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      Molecular diagnosis of sepsis: New aspects and recent developments

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          Abstract

          By shortening the time to pathogen identification and allowing for detection of organisms missed by blood culture, new molecular methods may provide clinical benefits for the management of patients with sepsis. While a number of reviews on the diagnosis of sepsis have recently been published we here present up-to-date new developments including multiplex PCR, mass spectrometry and array techniques. We focus on those techniques that are commercially available and for which clinical studies have been performed and published.

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          Ongoing revolution in bacteriology: routine identification of bacteria by matrix-assisted laser desorption ionization time-of-flight mass spectrometry.

          Matrix-assisted laser desorption ionization time-of-flight (MALDI-TOF) mass spectrometry accurately identifies both selected bacteria and bacteria in select clinical situations. It has not been evaluated for routine use in the clinic. We prospectively analyzed routine MALDI-TOF mass spectrometry identification in parallel with conventional phenotypic identification of bacteria regardless of phylum or source of isolation. Discrepancies were resolved by 16S ribosomal RNA and rpoB gene sequence-based molecular identification. Colonies (4 spots per isolate directly deposited on the MALDI-TOF plate) were analyzed using an Autoflex II Bruker Daltonik mass spectrometer. Peptidic spectra were compared with the Bruker BioTyper database, version 2.0, and the identification score was noted. Delays and costs of identification were measured. Of 1660 bacterial isolates analyzed, 95.4% were correctly identified by MALDI-TOF mass spectrometry; 84.1% were identified at the species level, and 11.3% were identified at the genus level. In most cases, absence of identification (2.8% of isolates) and erroneous identification (1.7% of isolates) were due to improper database entries. Accurate MALDI-TOF mass spectrometry identification was significantly correlated with having 10 reference spectra in the database (P=.01). The mean time required for MALDI-TOF mass spectrometry identification of 1 isolate was 6 minutes for an estimated 22%-32% cost of current methods of identification. MALDI-TOF mass spectrometry is a cost-effective, accurate method for routine identification of bacterial isolates in or =10 reference spectra per bacterial species and a 1.9 identification score (Brucker system). It may replace Gram staining and biochemical identification in the near future.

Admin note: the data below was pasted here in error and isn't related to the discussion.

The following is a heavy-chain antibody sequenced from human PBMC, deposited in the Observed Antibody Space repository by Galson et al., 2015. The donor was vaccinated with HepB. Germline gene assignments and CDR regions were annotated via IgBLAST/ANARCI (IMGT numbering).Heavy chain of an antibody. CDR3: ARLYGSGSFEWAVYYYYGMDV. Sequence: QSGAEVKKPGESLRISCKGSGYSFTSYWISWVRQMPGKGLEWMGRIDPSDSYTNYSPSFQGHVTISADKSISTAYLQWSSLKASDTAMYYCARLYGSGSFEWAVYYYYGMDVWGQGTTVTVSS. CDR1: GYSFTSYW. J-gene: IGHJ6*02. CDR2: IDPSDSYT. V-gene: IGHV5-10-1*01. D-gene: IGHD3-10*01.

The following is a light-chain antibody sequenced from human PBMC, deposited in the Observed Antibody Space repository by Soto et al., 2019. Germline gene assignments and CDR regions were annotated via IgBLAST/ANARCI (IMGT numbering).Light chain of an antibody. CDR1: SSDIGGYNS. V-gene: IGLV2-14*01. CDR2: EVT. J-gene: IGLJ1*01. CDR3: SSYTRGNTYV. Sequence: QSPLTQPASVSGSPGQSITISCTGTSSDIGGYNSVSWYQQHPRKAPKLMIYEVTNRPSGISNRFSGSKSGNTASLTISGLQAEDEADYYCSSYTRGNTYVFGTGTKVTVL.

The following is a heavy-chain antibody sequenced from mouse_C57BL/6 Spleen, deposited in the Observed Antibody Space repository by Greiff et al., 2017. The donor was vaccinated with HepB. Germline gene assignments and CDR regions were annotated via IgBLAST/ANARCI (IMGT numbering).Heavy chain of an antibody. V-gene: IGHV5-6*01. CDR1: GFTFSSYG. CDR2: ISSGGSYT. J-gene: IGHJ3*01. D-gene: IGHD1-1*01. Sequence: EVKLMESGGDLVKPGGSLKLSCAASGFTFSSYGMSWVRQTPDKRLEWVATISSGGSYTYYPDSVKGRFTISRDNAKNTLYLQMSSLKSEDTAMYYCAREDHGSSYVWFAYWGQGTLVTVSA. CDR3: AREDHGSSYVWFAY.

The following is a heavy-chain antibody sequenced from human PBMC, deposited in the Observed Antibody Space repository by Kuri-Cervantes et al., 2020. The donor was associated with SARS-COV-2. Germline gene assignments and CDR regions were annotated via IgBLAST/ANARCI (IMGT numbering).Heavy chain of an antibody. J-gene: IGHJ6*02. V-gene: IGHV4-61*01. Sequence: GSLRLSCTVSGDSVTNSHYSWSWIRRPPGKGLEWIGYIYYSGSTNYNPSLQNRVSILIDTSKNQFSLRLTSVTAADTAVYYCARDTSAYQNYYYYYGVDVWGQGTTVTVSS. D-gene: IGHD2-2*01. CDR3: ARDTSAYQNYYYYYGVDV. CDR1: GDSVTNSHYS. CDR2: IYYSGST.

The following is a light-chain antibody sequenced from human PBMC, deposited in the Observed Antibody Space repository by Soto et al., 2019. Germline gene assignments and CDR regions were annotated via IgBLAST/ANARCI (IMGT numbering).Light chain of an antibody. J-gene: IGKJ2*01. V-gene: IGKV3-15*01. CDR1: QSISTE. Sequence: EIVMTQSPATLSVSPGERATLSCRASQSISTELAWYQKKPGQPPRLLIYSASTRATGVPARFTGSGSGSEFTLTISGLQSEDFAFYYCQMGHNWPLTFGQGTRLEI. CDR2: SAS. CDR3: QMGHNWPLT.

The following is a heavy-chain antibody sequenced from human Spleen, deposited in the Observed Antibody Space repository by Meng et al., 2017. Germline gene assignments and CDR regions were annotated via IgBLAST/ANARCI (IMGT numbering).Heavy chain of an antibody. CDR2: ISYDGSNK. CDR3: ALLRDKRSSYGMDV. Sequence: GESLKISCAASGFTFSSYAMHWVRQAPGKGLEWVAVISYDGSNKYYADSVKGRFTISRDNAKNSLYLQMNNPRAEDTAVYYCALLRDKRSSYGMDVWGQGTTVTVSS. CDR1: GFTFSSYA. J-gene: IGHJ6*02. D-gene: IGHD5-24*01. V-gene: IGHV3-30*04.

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            Time to initiation of fluconazole therapy impacts mortality in patients with candidemia: a multi-institutional study.